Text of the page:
When my daughter Ottilie was a baby, we went on a six-month campervan trip around the coast of Britain. March was cold, especially at night, April was mixed and May was glorious. Throughout that spring and summer we felt the van shake with every knot of wind, we heard the patter of each raindrop and sweated in the heat of every ray of sunshine. It made me realise that summer weather arrives in Britain much earlier than we expect. Indeed, annual statistics over the past 30 years from the Met Office show that May is the UK’s sunniest month, with an average 186 hours of sunshine, dropping to 170 in June. Although July and August are the warmest months, they also experience more rain. So if you’re looking for sunshine, May is your month, and this presents perfect conditions for another secret Britain hides well – world- class snorkelling destinations. Time to plan your next adventure…
One of the most popular sites for snorkelling in the British Isles is Stackpole Quay in Wales. And May provides not only the best conditions, but also a dramatic spectacle of huge numbers of spider crabs congregating to breed. Further south, nearer the end of the month, Cornwall (especially Prussia Cove) might give you a once-in-a-lifetime opportunity of snorkelling with basking sharks as they pass by on their annual migrations. Although colossal – measuring up to 8m and weighing five tonnes – they feed on plankton so are unlikely to bite you. However, it is still advisable to go on a snorkelling tour with a trained guide if searching for these gentle giants. You have to be organised though, because by mid-June they have often passed, and so have those long days of sunshine.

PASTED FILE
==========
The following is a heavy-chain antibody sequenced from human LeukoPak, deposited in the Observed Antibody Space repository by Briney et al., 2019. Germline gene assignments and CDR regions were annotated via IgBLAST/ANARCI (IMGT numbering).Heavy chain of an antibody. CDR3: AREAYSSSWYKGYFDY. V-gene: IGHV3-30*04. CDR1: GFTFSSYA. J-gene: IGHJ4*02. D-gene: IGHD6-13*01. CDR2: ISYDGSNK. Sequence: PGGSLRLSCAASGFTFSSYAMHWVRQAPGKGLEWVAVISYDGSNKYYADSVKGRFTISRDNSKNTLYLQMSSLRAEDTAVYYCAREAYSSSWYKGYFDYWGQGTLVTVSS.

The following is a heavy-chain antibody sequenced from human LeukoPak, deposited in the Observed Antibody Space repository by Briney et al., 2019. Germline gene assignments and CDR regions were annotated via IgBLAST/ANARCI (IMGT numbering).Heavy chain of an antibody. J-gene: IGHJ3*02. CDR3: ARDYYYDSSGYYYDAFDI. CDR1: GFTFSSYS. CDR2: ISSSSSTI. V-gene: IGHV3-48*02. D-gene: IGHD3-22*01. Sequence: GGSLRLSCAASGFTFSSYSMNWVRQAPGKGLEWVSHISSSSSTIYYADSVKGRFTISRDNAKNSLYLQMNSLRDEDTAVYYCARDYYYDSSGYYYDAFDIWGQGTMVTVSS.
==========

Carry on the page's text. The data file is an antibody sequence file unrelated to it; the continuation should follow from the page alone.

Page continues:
The reason May is so sunny is due to the tilt of the earth, caused by a Mars-sized astronomical body crashing into our planet four billion years ago. This 23.5˚ tilt means that after the March equinox, the northern hemisphere starts to lean towards the sun, resulting in the sun hitting us more directly and increasing its intensity. The tilting effect increases the length of our days; in May there’s almost twice as much daylight as in December. And the probability of cloud cover is reduced, resulting in four times more sunshine hours. Conditions to look for on a surface pressure chart when planning a snorkelling adventure is a high-pressure system with widely spaced isobars. This means there will be clear blue skies and little wind – ideal because it increases the visibility and creates calm seas. With our temperate maritime climate, these conditions don’t last long so if you see them, get a mask on and dive in.